Friday Links | July 26, 2013

Last Friday French police just outside of Paris clashed with hundreds of demonstrators, after police had asked a woman to remove her face veil to check her identity. The demonstrators claim that the police provoked them, and by Saturday night the riots were spreading to surrounding areas. French Interior Minister Manuel Valls has said that the government stands by the ban on face veils, and that the police did their job perfectly.

A fatwa that prohibits the participation of Muslim women in beauty pageants has led to the withdrawal of four Muslim finalists in the Miss Malaysia competition. The organizer of the event, and the four disqualified girls, say that they regret the ban, especially because Miss competitions are held in various Muslim countries, such as Indonesia. The local Islamic authority has started an investigation against the four participants and several others for allegedly insulting Islam. All those that have questioned the fatwa will possibly be under investigation too, because “questioning the fatwa is similar to insulting Islam.”

Women in northwestern Pakistan are temporarily banned from shopping without a male relative in order to make sure that men are not distracted during the month of Ramadan.

A 32-year-old Egyptian woman committed suicide last week, allegedly because she had a very difficult time dealing with the fact that her younger sister got married recently, as she was not married yet, and feared she never would.

An earthquake last Monday in northwestern China has left approx. 100 people dead. These children have become displaced because of the earthquake and are now staying in a makeshift camp in Minxian county, Gansu province, China. Image by Xinhua/Landov/Barcroft Media

Muslim teachers in the Philippines who are wearing face veils have been asked by the government to remove their veils in the classroom from last Tuesday onwards to “promote better relationships between teachers and students.” First news items reported spoke of a head scarf ban, but the government later clarified that.

According to a new UN report, around 30 million girls are at risk of Female Genital Mutilation (FGM) in the next decade, but support for this harmful practice is on the decline.

A new Saudi satellite channel for and by women aims to clear the misconceptions about Saudi women around the world.

A video shot by the Taliban in Pakistan’s tribal areas featuring women in training, has prompted fears that militant groups in the region are now actively recruiting women for combat roles.

Iranian activist Shahla Farjad passed away; in a final act of defiance women, instead of men, carried her to her grave in Tehran.

Misconceptions about TB and financial worries make that many (female) patients try to escape treatment facilities in Kashmir.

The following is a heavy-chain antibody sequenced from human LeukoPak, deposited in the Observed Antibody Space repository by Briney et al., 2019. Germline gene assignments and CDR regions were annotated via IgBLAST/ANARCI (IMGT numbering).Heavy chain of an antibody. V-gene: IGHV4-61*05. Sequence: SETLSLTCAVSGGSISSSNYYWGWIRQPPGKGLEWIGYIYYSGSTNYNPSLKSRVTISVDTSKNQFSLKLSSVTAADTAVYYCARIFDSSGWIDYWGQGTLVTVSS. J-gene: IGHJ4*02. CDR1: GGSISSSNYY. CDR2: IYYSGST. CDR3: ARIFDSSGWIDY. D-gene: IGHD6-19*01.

The book 99 Hijab Stories features the stories of 99 Indonesian Muslim women, some of whom are well-known, about their decision to wear hijab.

Burka Avenger is the name of a new cartoon series in Pakistan, which aims to promote girls’ education through a female, burqa-clad superhero.

Last Saturday 18 women have been released conditionally from prison in Sudan. The women were part of a group of 32 women who were detained in Obeid, Sudan in November 2012; some of the women are in critical health and 5 women had young children accompanying them in jail.

EurasiaNet speaks to Naheed Farid, Afghanistan’s youngest MP at 29. RFE/RL profiles another female Afghani MP, Noorzia Atmar, who has gone into hiding, after she was stabbed and threatened by her ex-husband.

A Nigerian pastor claims that his 24-year-old daughter has been forced to convert to Islam and is held against her will in the palace of the Etsu Nupe, Yahaya Abubakar. A ruling on this case, and whether the woman should be released to her family, is expected on August 1st.

Women in Pakistan’s Swat region have organized themselves in an all-female jirga/assembly to resolve local disputes, and make sure that their voice is heard.

The death of Roula Yaacoub, a Lebanese mother of five, who was beaten to death by her husband, has drawn once again attention to the stalled draft law on domestic violence, which is opposed by many Islamic leaders.

The Thomson Reuters Foundation features a short video in which Qatari female journalists speak about the participation of women in the media.

Rights activists in Aceh, Indonesia say that the local “shariah police” is targeting women and that regulations are becoming more sexist and unreasonable.

Haïdara Aïssata Cissé is the only female candidate running for president in the Malian elections this weekend, and she is the only one who includes walkabouts in her campaign schedule.

The Libyan Football Federation has stopped the women’s soccer team from travelling to Germany and participating in a tournament.

RFE/RL interviews Sahar Delijani, who was born in Iran’s Evin prison and has written a (fictional) book about her experiences as a child of jailed revolutionaries.

Indian Faizul Hasan Quadri is building a Taj Mahal replica for his late wife, as feared she wouldn’t be remembered, since they were childless.


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